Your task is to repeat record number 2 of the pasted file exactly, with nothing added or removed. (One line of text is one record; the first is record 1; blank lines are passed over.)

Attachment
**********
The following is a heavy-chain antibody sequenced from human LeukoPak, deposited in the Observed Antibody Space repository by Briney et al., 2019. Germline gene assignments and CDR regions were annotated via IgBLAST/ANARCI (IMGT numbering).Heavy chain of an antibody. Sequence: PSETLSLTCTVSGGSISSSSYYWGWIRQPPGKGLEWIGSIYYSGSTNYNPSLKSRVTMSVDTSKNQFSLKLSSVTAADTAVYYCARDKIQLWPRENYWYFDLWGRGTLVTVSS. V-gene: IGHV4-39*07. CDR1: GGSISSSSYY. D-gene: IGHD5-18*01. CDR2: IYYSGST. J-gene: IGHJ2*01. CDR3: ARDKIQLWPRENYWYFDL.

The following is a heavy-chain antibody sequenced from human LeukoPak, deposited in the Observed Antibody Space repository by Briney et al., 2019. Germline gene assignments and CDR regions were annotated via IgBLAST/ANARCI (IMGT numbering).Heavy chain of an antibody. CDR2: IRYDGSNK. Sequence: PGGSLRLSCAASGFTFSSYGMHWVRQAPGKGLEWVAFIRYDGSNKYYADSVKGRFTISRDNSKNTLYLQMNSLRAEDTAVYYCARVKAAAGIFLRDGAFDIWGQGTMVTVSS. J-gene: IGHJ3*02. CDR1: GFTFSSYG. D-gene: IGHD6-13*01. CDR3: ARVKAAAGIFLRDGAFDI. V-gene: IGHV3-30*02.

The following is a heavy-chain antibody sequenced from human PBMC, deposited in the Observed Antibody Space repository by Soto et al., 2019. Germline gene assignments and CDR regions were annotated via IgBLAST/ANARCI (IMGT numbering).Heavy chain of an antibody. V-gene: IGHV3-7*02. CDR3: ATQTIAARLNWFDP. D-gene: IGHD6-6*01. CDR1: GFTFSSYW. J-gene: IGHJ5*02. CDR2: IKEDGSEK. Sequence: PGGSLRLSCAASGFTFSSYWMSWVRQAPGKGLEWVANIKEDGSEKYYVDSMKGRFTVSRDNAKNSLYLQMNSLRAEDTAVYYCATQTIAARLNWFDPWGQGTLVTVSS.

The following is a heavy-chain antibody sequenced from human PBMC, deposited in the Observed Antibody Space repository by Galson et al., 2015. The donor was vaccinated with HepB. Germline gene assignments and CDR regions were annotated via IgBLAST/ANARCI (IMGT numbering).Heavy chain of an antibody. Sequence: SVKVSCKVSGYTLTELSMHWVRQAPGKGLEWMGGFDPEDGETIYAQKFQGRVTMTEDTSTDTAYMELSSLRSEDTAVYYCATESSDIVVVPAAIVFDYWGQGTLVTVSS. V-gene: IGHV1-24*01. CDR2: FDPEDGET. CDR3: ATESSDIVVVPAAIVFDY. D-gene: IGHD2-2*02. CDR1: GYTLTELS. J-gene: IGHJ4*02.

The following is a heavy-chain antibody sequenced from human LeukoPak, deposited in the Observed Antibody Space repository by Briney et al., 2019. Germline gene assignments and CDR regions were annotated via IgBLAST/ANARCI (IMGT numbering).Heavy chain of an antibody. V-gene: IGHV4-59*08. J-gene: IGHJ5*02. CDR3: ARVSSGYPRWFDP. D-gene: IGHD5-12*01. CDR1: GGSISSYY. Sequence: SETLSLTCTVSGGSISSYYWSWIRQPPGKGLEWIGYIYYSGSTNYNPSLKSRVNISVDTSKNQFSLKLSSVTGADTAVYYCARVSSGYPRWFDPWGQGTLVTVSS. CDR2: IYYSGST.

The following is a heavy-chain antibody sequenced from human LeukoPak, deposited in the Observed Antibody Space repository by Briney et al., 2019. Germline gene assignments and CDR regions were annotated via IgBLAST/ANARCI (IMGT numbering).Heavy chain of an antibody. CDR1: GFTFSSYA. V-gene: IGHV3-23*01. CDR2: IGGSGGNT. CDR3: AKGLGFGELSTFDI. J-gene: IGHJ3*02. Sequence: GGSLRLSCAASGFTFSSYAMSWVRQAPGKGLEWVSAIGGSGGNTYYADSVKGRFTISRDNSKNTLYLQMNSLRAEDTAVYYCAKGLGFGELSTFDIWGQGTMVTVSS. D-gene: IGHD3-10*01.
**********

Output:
The following is a heavy-chain antibody sequenced from human LeukoPak, deposited in the Observed Antibody Space repository by Briney et al., 2019. Germline gene assignments and CDR regions were annotated via IgBLAST/ANARCI (IMGT numbering).Heavy chain of an antibody. CDR2: IRYDGSNK. Sequence: PGGSLRLSCAASGFTFSSYGMHWVRQAPGKGLEWVAFIRYDGSNKYYADSVKGRFTISRDNSKNTLYLQMNSLRAEDTAVYYCARVKAAAGIFLRDGAFDIWGQGTMVTVSS. J-gene: IGHJ3*02. CDR1: GFTFSSYG. D-gene: IGHD6-13*01. CDR3: ARVKAAAGIFLRDGAFDI. V-gene: IGHV3-30*02.